The Hidden Cost of Similarity: How Affinity Bias Undermines Diversity and Innovation

Bias plays a significant role in shaping our decisions, often without our awareness. In the context of hiring, bias frequently leads us to favour candidates who resemble us, whether in terms of appearance, background, interests, or values. While this might create a sense of comfort and ease during the hiring process, it hinders diversity and stifles innovation within teams.

Affinity Bias

The tendency to gravitate toward individuals who look, act, or think as we do is known as Affinity Bias. It’s a natural human inclination to feel more comfortable and connected with people who share our characteristics and experiences. TurningPoint Founder and CEO Ken Schmitt discussed Affinity Bias and other biases in hiring in his latest Recruiter Rant podcast, Friends Without Benefits.

“In my research on the pros and cons of hiring friends, I found hundreds and hundreds of articles talking about the downside of this type of hire, but very, very few extolling the virtues of hiring your ‘bestie.’ The ratio of positive to negative research was easily 10:1. There are just too many blindspots when we hire someone for any reason other than their ability to do the job.”

While hiring people we know can create an immediate sense of rapport and makes sense when choosing friends, it is a terrible idea when hiring because it limits the variety of perspectives and skills within a team.

Here’s how Affinity Bias (and other types of bias) negatively impact hiring…

1. Limits Diversity

Homogeneous Workforce

When hiring managers consistently choose candidates similar to themselves, it leads to a homogeneous workforce. This means that the team will likely have similar backgrounds, experiences, and viewpoints, reducing the range of ideas and approaches available.

Underrepresentation of Marginalized Groups

This bias can result in the systematic exclusion of candidates from diverse or underrepresented backgrounds. For example, if a predominantly male team continues to hire men or if a team from a particular socioeconomic background favours similar candidates, it perpetuates existing inequalities and limits opportunities for marginalized groups.

2. Stifles Innovation

Limited Perspectives

Diversity is a key driver of innovation. Teams with varied experiences and viewpoints are better equipped to approach problems creatively and develop innovative solutions. A homogeneous team is more likely to suffer from groupthink, where members conform to a single way of thinking, reducing the likelihood of groundbreaking ideas.

Reduced Problem-Solving Abilities

Diverse teams bring multiple approaches to problem-solving, which enhances the ability to tackle complex issues. A lack of diversity means fewer strategies and solutions are considered, potentially leading to suboptimal outcomes.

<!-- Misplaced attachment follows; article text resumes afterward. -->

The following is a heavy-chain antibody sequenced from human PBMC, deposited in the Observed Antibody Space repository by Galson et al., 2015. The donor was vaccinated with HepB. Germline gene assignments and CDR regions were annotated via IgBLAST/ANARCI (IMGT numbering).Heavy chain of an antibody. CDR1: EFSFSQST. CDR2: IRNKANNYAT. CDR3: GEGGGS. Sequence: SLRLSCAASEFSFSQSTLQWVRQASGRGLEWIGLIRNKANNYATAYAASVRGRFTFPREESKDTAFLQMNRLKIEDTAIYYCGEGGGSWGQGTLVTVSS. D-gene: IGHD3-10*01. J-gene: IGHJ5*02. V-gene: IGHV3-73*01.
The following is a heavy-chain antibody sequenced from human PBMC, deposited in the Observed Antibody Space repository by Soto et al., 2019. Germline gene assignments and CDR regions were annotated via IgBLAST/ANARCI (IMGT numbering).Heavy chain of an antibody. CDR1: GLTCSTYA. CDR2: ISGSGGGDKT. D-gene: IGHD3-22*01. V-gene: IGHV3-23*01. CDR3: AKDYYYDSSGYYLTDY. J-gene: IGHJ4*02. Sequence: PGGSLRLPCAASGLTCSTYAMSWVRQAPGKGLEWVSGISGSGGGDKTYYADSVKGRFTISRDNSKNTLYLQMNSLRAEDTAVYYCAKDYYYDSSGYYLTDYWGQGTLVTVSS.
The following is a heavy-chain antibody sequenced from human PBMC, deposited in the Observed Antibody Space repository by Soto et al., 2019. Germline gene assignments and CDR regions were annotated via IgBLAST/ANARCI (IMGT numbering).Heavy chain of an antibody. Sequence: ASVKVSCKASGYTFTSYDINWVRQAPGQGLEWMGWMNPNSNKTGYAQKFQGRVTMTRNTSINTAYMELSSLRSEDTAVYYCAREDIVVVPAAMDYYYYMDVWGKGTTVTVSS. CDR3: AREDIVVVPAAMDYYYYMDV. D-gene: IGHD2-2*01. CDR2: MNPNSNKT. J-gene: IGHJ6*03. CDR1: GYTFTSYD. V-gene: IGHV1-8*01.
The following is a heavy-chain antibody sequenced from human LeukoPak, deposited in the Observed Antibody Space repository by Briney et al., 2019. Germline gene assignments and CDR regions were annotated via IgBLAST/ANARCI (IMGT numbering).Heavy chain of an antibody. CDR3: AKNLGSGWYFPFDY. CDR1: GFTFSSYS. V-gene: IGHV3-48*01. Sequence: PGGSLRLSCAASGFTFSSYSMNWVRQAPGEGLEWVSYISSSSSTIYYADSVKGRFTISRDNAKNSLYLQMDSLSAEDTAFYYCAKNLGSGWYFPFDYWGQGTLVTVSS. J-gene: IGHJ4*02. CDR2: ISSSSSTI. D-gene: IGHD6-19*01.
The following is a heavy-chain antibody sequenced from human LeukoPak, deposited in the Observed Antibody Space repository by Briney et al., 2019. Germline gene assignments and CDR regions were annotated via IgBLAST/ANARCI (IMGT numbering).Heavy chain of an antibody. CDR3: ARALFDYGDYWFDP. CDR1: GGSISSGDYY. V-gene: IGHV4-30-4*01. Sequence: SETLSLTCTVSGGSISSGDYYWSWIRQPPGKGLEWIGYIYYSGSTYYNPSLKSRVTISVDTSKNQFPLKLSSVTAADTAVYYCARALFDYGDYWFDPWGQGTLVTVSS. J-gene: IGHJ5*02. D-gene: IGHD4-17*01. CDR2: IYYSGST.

3. Creates a Stagnant Culture

Echo Chamber Effect

Hiring similar individuals creates an echo chamber where existing ideas and practices are reinforced rather than challenged. This can lead to complacency and resistance to change, making the organization less adaptable and competitive in a rapidly evolving market.

Stifled Growth and Learning

Exposure to diverse perspectives encourages learning and personal growth. Teams that lack diversity miss out on opportunities to learn from different cultural, professional, and personal experiences, limiting their development and adaptability.

Strategies to Mitigate Affinity Bias

Awareness and Training

Educate hiring managers and team members about unconscious bias and its impact on hiring decisions. Regular training can help individuals recognize and counteract their biases.

Standardized Interviews

Harvard Business School professor Francesca Gino recommends implementing standardized interviews. “In a standardized interview, each candidate is asked the same questions in the same order. This type of interview process helps to reduce bias by “focusing on the factors that have a direct impact on performance.”

Diverse Hiring Panels

Include diverse members in the hiring process to provide multiple perspectives and reduce the influence of individual biases.

Blind Recruitment

Remove identifying information from resumes and applications to focus solely on candidates’ qualifications and experiences.

Promote an Inclusive Culture

Foster a workplace culture that values and respects diversity. Encourage team members to appreciate different viewpoints and create an environment where everyone feels comfortable sharing their ideas.

Set Boundaries for Leaders

In a recent article from FastCompany, Dr. Tomas Chamorro-Premuzic says it best, “Contrary to popular belief, the ideal boss isn’t your best friend. Rather, it is someone who can help you add value to a team and organization, enabling you to perform beyond your expectations, develop your talents, and unlock your potential.”

Affinity bias, which leads to hiring individuals who resemble ourselves, is a significant barrier to diversity and innovation. By favouring similarity, organizations miss out on the myriad benefits that a diverse workforce brings. To build dynamic, innovative, and high-performing teams, it’s essential to recognize and address these biases. Implementing fair and objective hiring practices not only enhances diversity but also drives the organization toward greater creativity, resilience, and success.

Check out Ken’s latest Recruiter Rant: Friends Without Benefits

Hiring/Executive Recruiting